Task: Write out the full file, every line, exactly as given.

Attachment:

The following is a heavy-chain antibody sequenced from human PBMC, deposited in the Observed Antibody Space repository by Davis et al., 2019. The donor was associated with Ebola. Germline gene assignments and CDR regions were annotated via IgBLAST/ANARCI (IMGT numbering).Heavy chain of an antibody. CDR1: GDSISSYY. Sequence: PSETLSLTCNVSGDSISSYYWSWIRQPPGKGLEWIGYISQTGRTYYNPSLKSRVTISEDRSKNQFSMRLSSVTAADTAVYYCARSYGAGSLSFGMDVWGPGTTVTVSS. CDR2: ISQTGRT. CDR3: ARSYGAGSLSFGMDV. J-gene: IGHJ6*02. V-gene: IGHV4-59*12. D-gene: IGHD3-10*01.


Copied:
The following is a heavy-chain antibody sequenced from human PBMC, deposited in the Observed Antibody Space repository by Davis et al., 2019. The donor was associated with Ebola. Germline gene assignments and CDR regions were annotated via IgBLAST/ANARCI (IMGT numbering).Heavy chain of an antibody. CDR1: GDSISSYY. Sequence: PSETLSLTCNVSGDSISSYYWSWIRQPPGKGLEWIGYISQTGRTYYNPSLKSRVTISEDRSKNQFSMRLSSVTAADTAVYYCARSYGAGSLSFGMDVWGPGTTVTVSS. CDR2: ISQTGRT. CDR3: ARSYGAGSLSFGMDV. J-gene: IGHJ6*02. V-gene: IGHV4-59*12. D-gene: IGHD3-10*01.